What Teens Say

The Door

It’s dark in here,
I can’t find my way out.
I’m falling deeper and deeper
Into your trap.
Your lies are blinding me
Restricting my every breath
Holding me against my will.
And all of a sudden,
Something hits me in the face.
What is it?
I have no idea what this is.
Could it be?
Happiness finally found me again?
As I linger towards you,
Your mysterious ways taunt me
But the door opens slightly
My curiosity, overwhelming.
I hear yelling, coming from within
“Go towards the light, Kate. It’s okay.”
Happiness has it’s ways.

Sent from my iPhone

I may not be how you want me to be, but I am comfortable in my own skin.

 

Who am I without my scars? Where do I find identity?
Though I say that I live in the moment I fear that I have begun to find identity in the past. Have I become a post-recovery self-mutilator? Or am I Trever: the man—the complex being?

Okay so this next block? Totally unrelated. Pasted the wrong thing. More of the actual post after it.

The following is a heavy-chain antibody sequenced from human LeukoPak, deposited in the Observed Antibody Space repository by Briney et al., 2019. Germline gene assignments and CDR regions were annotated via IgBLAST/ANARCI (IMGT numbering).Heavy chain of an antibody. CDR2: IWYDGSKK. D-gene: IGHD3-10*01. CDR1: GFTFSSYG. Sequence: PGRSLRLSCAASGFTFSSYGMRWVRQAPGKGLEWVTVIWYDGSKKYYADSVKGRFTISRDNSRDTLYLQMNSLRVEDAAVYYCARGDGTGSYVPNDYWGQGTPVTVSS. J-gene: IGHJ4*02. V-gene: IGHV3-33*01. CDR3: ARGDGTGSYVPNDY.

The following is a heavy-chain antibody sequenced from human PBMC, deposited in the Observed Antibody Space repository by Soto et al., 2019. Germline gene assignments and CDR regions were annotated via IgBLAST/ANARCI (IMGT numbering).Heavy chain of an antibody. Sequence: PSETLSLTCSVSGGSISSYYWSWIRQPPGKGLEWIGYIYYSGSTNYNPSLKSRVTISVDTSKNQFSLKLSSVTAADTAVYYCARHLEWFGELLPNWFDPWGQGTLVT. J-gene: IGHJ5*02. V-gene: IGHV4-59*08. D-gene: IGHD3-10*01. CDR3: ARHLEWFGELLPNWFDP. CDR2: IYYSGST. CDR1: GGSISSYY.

Without my scars I would feel almost naked. I would be insecure because of my smooth, unblemished skin. I have become my scars—my scars are who I am. It is a difficult thing to say, and even harder to acknowledge as truth.
I will not be that way anymore. I cannot be that way anymore. I have come to far to continue a life in the past. I have grown too much to find identity in my childhood. My scars are the past and I don’t need them to be secure in my own life.
I thought I’d moved past my addiction: I’ve thrown away the blade; the price has been paid yet the receipt remains. So now I scream at the top of my lungs as I did years ago, this time to a new stronghold: “Goodbye my scars. I don’t need you anymore. My identity is not in you, you do not control me, we are through. You will one day fade, my body will decay, but my heart will remain. I am not scars, I am man.”

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